Giving Compass' Take:

• Capacity building is necessary for nonprofit programs to thrive, yet some grants only allow for a small percentage of funding to go toward operational support. 

• The authors call for a collaborative of funders to honor the role of capacity building and provide a standard of capital for nonprofits to be able to do their work. What are the next steps if that were to happen? Are donors ready to shift mindsets toward prioritizing capacity?

• Read about capacity building for social change. 

Capacity building is one of those topics that many nonprofit leaders avoid bringing up with funders. They prefer instead to talk about their programmes and beneficiaries. That’s where their passion lies, and, not surprisingly, it’s where funders want to invest. However, not having the conversation around capacity building often means that nonprofits and funders risk neglecting to invest in it.

Our own experience, along with a growing body of research, makes the case that nonprofits simply can’t achieve their full potential unless they invest and build the core capacity needed to deliver their programmes over the long term.

In contrast, capacity building in the business world is a foundational concept. Corporate investors expect companies to build strong central organisations, because they understand that their success depends on it. Nonprofits also need to build strong core capacity if they are to succeed. More so, if we aspire to solve big, vexatious social problems, we need to adequately equip nonprofits with good talent and tools, as well as capital to cover their true costs.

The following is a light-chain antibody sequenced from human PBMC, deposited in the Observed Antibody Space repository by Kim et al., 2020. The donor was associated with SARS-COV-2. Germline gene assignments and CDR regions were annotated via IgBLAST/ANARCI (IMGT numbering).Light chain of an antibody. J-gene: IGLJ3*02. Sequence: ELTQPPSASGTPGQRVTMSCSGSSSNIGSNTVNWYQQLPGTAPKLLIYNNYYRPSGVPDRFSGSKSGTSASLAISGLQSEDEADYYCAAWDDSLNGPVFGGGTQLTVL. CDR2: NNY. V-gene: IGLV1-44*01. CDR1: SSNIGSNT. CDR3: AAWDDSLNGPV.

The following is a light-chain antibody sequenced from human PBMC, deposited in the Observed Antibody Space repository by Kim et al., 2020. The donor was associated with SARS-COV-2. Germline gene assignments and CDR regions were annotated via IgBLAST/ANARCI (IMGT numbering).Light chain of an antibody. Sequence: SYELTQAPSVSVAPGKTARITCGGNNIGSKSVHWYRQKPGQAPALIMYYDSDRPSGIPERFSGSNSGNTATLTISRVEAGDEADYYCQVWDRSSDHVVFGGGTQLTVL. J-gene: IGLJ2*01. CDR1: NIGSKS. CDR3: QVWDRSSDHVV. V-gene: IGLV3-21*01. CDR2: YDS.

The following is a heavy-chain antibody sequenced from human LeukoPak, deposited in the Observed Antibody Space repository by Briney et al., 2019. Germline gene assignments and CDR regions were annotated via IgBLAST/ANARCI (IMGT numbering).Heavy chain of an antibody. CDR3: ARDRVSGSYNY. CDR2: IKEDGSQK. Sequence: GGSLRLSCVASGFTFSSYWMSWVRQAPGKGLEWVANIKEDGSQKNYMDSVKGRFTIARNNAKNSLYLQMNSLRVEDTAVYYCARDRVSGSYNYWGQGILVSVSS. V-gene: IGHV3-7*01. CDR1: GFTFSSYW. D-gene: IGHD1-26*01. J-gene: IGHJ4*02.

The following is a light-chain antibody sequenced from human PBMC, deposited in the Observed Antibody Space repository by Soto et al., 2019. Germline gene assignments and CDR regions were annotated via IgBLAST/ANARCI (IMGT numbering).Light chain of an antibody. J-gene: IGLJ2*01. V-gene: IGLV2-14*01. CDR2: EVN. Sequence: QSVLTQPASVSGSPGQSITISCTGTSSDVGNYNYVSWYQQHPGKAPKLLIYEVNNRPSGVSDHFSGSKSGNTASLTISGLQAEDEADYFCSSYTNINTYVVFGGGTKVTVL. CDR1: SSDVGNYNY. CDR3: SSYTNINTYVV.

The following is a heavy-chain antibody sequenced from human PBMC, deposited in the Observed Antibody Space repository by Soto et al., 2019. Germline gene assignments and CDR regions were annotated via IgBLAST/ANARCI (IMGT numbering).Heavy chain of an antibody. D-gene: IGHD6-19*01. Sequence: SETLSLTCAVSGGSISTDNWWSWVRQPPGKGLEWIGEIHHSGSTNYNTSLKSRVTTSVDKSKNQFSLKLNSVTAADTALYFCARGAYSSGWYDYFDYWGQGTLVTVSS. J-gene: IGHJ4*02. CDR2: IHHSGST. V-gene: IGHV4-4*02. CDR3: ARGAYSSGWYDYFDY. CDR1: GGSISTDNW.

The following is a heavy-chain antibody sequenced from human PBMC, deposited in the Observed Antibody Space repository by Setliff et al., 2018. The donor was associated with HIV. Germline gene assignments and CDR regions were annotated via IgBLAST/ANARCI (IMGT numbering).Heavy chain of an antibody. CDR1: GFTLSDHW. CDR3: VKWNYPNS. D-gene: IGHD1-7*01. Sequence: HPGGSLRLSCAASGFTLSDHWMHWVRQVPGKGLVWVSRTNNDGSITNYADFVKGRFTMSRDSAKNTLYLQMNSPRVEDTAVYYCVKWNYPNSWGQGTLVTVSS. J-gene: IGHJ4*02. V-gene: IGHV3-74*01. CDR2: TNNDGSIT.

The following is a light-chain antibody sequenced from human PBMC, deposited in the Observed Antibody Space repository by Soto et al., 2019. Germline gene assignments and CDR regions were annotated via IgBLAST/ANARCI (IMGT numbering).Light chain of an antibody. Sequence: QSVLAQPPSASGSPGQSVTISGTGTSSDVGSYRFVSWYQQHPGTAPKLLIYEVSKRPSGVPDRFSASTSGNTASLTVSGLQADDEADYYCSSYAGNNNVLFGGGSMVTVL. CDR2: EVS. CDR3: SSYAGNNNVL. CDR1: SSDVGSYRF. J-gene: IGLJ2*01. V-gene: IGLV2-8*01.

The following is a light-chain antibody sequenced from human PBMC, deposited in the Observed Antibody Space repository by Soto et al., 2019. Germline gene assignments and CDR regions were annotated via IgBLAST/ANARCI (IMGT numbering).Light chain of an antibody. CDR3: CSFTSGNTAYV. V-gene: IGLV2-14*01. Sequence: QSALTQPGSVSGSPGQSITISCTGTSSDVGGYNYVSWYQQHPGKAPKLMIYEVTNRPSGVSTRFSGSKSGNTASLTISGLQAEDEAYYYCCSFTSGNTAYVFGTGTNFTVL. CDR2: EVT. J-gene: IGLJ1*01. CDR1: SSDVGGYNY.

What personal experience has shown us about the importance of capacity, Bridgespan’s research has illuminated. In the United States, major funders highly favour programme grants at the expense of capacity building. In fact, three-quarters of US foundation giving goes to specific programmes or projects. At the same time, most major US foundations limit spending on indirect costs (which includes capacity building) to 15 percent of a total grant, which is less than half of what nonprofits spend on average.

To that end, Bridgespan worked with the Ford Foundation in the United States to re-frame how funders and grantees think about building strong, resilient organisations.

The same is true in India.

Read the full article about capacity building by Amit Chandra and Prithi Venkatachalam at India Development Review (IDR).